Los Angeles Maritime Museum Research Library Collection 7
The following is excerpted from the finding aid for the collection.
Title: Records of the Tug Angels Gate (ex. L.A.H.D. # 10, ex-ST-695)
Dates: 1942-1992; 1942-1982 bulk
Creator: Los Angeles Harbor Department
Extent: 10 cu. ft. of folders and volumes
Physical characteristics: Paper documents and log books, some hand-drawn diagrams for engine parts
Abstract: The Los Angeles Maritime Museum’s Tug Angels Gate is docked at Berth 84 in San Pedro year round. Tug documentation features the vessel’s history from construction in 1944 as a United States Army Transport Service “small tug” to her purchase by the Port of Los Angeles in 1946 and subsequent donation to the Los Angeles Maritime Museum in 1992.
The documents include vessel certification, repair orders, inventory, correspondence on acquisition between the United States Maritime Commission and Port of Los Angeles, transfer of title, name change, drydock reports, and the tug’s log books for the period from September 1945 to October 1977.
Scope and Content Notes:
Information on tug boats can be found in two books “U.S. Army Ships and Warcraft of World War II” published by Naval Institute Press, and “Ordeal of the Convoy NY 119” published by Ensign Press.
Tug boats at West coast maritime museums include the Hercules, a 151 foot ocean-going historic tug currently at the San Francisco Maritime Museum.
Biographical Notes: The harbor tug Angels Gate was built in 1944 as ST-695 for the United States Army Transport Service. The “ST” designates “small tug”, and this class was designed to support the Normandy Invasion. Built at Decatur Iron and Steel in Decatur, Alabama, ST-695 was accepted by the Army on December 27, 1944. The tug never operated in Europe and was declared surplus at the end of the war. Although records are incomplete for the immediate post war period, existing documentation places ST-695 at the Los Angeles Port of Embarkation at Wilmington as early as August, 1945. The Port of Los Angeles [Harbor Department] formally purchased ST-695 from the United States Maritime Commission in late 1946, renaming her L.A.H.D. #10. The tug was in constant use, helping to transport pile drivers and derrick barges during the post-war building boom. The tug accidentally sank in 1952, as a result of seacocks left open overnight. The July 23, 1952 memorandum in Box 2, Folder 9, is the only documentation associated with this mishap.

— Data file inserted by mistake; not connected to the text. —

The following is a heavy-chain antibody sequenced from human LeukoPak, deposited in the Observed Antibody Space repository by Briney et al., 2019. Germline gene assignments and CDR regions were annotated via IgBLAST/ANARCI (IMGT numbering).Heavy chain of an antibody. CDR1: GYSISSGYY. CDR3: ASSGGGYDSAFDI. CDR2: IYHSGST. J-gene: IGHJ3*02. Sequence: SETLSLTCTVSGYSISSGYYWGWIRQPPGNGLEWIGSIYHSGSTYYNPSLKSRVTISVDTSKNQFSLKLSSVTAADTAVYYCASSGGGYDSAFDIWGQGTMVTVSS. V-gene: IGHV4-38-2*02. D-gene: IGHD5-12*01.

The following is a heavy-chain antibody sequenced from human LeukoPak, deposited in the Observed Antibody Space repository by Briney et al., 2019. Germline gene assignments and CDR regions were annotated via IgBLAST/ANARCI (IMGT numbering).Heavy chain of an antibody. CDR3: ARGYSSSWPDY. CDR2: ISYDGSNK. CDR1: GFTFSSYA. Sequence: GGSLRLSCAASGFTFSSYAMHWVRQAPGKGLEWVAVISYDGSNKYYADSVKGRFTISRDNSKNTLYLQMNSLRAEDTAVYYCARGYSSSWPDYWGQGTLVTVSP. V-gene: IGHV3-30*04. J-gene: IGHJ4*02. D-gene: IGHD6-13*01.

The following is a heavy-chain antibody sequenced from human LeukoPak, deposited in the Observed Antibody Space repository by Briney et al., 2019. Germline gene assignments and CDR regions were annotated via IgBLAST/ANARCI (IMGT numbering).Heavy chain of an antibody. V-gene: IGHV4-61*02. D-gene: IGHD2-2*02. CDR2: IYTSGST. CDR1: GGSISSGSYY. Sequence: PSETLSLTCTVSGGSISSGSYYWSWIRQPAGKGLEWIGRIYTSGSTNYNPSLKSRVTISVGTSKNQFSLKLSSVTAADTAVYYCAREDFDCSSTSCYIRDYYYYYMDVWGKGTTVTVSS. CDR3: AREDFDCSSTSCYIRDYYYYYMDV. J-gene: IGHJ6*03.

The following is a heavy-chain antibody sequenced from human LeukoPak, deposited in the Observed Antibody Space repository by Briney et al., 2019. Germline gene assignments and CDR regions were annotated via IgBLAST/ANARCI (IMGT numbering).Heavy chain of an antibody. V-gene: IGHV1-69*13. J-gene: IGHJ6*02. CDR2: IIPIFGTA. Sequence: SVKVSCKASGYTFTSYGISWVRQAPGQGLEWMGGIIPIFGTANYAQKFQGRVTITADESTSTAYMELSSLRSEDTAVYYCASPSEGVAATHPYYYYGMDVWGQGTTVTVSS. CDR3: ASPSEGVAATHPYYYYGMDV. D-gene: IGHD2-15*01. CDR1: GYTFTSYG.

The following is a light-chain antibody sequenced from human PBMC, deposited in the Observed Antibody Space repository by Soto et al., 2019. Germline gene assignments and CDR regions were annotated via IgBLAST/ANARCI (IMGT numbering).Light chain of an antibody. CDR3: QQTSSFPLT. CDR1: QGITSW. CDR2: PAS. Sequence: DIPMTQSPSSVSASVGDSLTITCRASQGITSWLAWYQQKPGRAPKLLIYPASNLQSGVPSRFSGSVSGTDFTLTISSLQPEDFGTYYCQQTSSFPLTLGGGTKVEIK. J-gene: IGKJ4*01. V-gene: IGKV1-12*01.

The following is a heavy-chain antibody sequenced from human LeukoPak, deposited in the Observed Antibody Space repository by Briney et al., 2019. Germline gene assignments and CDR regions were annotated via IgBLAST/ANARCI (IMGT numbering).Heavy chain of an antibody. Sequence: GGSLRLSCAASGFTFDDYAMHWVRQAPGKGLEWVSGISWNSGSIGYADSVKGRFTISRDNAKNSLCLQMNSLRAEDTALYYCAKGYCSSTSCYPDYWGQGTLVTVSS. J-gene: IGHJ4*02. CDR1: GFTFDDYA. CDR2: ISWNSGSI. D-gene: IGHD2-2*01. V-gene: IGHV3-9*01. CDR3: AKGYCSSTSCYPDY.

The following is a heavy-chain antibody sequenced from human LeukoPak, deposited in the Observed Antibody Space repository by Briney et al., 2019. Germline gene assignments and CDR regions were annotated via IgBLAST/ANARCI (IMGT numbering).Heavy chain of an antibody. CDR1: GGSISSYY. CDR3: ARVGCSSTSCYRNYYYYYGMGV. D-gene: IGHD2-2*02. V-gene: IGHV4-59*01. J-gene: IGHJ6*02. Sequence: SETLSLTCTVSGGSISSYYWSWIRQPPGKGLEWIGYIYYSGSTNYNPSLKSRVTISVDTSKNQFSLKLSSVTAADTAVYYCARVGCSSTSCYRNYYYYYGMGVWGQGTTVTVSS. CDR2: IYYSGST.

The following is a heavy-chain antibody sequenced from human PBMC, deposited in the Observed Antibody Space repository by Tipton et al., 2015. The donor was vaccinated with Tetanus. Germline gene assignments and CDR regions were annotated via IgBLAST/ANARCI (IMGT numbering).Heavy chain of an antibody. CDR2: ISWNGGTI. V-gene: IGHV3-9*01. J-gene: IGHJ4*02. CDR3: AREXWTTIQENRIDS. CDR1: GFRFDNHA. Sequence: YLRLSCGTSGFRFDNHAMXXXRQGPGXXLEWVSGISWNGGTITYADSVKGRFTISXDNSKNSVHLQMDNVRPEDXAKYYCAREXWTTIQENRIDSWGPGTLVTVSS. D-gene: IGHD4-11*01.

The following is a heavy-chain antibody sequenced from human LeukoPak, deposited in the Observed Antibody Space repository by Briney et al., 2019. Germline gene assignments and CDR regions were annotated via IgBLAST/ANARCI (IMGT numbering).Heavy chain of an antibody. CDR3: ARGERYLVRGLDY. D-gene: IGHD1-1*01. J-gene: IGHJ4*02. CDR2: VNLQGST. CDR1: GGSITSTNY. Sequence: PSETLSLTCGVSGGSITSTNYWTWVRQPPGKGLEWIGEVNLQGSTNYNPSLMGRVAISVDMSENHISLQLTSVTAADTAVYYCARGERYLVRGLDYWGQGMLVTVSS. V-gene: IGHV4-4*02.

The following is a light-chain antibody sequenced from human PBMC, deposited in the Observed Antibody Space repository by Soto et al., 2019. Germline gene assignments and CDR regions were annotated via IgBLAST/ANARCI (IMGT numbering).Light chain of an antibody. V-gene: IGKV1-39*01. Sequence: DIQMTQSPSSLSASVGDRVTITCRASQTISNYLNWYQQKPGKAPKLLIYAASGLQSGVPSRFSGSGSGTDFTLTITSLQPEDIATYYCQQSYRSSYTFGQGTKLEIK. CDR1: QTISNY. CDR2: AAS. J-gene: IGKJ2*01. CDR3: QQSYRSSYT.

L.A.H.D. #10 was also the Port’s goodwill boat, used for harbor tours and as a backdrop for publicity events such as “Fashions Afloat”. Her name was officially changed to Angels Gate in January, 1956 to honor the lighthouse marking the entrance to the Port of Los Angeles.
In 1992, the Port retired Angels Gate and donated her to the Los Angeles Maritime Museum. Records of her donation, subsequent refueling, drydocking, maintenance, volunteer activities, and movie roles are kept in the Curatorial Department’s donor files (2520) and are outside the scope of this collection of papers.
Repository: Los Angeles Maritime Museum Research Library
Access, Use: Prior arrangement with Librarian, Curator, or Museum Director
Preferred Citation for Reference Requests: Records of the Tug ANGELS GATE
Copyright Notice: Copyright restrictions may apply. See the copyright notice here.
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Los Angeles Maritime Museum Research Library Collection
USS LOS ANGELES CA-135, 1 cu. ft. and Museum artifacts.
The USS Los Angeles, a heavy cruiser, was built at Philadelphia Navy Yard in 1943, and commissioned in 1945 and sailed to the western Pacific to join the 7th Fleet. She returned to San Francisco in 1947 and was de-commissioned in 1948, entering the Pacific Reserve Fleet. The Los Angeles was re-commissioned in 1951, and sailed to join the 7th Fleet in the Korean theater. She returned to Long Beach in 1953 for battle damage repairs. In the next decade she completed 8 more deployments to the Far East. She returned to Long Beach from her final deployment in 1963, was de-commissioned and joined the Pacific Reserve Fleet. The Los Angeles received 5 battle stars for her service during the Korean War.
The collection includes parts from the ship, salvaged when it was scrapped in 1975. These are on display both inside and outside the Museum. The records of the disposition of the ship and its gunnery records are also part of this collection.
Please call the Library at 310-548-7618 for more information. For an appointment to view the collections, please fill out a Library Request form here.